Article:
4

There seems to be some solid evidence that transcription promotes mutation because the untranscribed strand is able to form secondary structures which expose bases to chemical mutagenesis. Here is a recent paper about transcription-associated mutagenesis: Kim H et al.(2010) Transcription-associated mutagenesis increases protein sequence diversity more ...


4

interesting question.. i believe it definitely is an evolutionary process.. unicellularity breaking away from a multicellular life. there are two examples that i can think of, which can support this argument: Hela cells: hela cells have been classified as a different organism because they have the ability to grow outside the host indefinitely and their ...


4

Infecting tumor cells with viruses to provoke an immune response used to be termed (tumor / immune ) 'xenogenization'. The approach may now fall under the general headings of tumor immunology, immune modifiers or tumor vaccines. Xenogenization been explored for decades (with only moderate success). Some modern approaches include adding immune ...


4

Usually the cell death mechanisms are overridden and therefore oncogenesis. The pathway components themselves are not mutated. One classical case I can cite is that of Ras-oncogene. See this article for details. Usually the survival/growth signals (MAP-kinase) are activated with simultaneous inactivation of apoptotic regulators (Akt-pathway). A mutation of ...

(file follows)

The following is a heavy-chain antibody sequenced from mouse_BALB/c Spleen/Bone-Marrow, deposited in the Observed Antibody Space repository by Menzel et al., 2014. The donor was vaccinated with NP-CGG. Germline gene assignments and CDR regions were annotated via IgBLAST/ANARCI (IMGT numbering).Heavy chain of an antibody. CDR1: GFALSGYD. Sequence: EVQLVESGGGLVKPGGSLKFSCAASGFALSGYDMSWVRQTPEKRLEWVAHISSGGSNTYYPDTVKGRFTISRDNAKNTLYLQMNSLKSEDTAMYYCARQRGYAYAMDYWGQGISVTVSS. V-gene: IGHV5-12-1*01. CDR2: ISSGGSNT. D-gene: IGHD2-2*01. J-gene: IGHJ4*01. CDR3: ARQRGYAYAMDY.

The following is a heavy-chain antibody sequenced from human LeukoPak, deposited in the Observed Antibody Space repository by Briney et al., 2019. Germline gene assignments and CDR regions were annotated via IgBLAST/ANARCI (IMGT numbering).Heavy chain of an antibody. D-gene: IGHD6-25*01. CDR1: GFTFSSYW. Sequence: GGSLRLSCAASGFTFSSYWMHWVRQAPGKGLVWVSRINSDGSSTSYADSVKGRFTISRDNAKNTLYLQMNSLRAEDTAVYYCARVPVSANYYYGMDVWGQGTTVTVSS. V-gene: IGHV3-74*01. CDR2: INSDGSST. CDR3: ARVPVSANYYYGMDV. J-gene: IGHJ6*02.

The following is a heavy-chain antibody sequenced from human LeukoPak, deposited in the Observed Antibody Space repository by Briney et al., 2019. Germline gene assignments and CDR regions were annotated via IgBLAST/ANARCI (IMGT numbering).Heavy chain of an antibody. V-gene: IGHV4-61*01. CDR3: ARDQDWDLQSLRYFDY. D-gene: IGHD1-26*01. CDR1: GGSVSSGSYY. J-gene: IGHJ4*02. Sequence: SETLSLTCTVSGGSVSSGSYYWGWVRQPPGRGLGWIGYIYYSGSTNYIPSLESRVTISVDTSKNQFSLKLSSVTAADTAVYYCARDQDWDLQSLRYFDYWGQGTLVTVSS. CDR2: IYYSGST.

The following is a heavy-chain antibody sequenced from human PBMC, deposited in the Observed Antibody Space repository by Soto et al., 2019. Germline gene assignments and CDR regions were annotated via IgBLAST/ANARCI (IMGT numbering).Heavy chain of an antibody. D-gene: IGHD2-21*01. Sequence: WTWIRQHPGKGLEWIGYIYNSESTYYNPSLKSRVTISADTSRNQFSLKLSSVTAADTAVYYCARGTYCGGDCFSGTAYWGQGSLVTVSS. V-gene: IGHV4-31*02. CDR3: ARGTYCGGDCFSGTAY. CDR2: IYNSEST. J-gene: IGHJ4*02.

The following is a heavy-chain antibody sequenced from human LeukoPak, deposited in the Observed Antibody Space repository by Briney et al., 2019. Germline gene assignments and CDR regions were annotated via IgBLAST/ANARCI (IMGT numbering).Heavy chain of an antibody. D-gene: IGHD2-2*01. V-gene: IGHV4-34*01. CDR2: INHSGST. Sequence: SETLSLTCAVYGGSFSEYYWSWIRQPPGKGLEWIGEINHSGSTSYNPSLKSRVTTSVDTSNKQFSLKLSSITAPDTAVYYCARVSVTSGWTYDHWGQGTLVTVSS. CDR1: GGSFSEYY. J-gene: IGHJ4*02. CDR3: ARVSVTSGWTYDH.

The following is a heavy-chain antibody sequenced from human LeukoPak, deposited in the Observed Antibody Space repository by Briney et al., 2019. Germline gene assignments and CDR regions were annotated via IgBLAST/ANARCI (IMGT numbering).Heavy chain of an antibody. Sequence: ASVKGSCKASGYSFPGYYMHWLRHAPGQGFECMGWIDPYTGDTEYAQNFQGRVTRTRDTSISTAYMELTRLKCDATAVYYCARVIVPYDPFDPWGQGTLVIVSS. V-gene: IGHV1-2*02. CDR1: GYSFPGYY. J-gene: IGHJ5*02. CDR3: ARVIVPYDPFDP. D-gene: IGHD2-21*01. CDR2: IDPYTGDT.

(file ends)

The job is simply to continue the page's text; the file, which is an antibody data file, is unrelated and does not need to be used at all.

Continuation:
4

In a normal cell, during each replication the telomere is shortened slightly due to the end replication problem, as you probably know. As mutations occur and a normal cell begins to exhibit cancerous characteristics, it needs a way to stop the self-destruction which happens when the telomeres become too short. In fact it is the cancer cells themselves which ...


3

I tried to comment but what I wrote is too long, so here it is as an answer of sorts. If I understand the question, you are asking: has anyone done a prospective study where they store the DNA of individuals and then later, when some of these individuals get cancer, have a look for mutations that are associated with that cancer. In fact this is done all of ...


3

Teratomas are thought to be a particular type of cancer, present from early development. As cells which are essentially developmental cells, they seem to have a fairly unique ability to develop hair follicles, teeth and even structures like organs. Indeed malignant teratomas often require chemotherapy or radiation therapy. I think this bizzarre quality ...


3

The Ames test aims to find out if a chemical (not yet known to be mutagen) is indeed a mutagen, either directly, or following treatment with liver enzymes (which may metabolise a chemical to mutagenic derivatives during "detoxification"). As you explain, the test involves looking for reversion of various histidine auxotrophic strains of Salmonella. If the ...


3

There are a number of reasons, generally, why a screening test may fail to decrease cancer mortality rates: The screening test may not be very good. I know this seems like an obvious one, but its something of a problem - a screening test will only reduce mortality if it catches cases that are both treatable and wouldn't be detected in time to treat using ...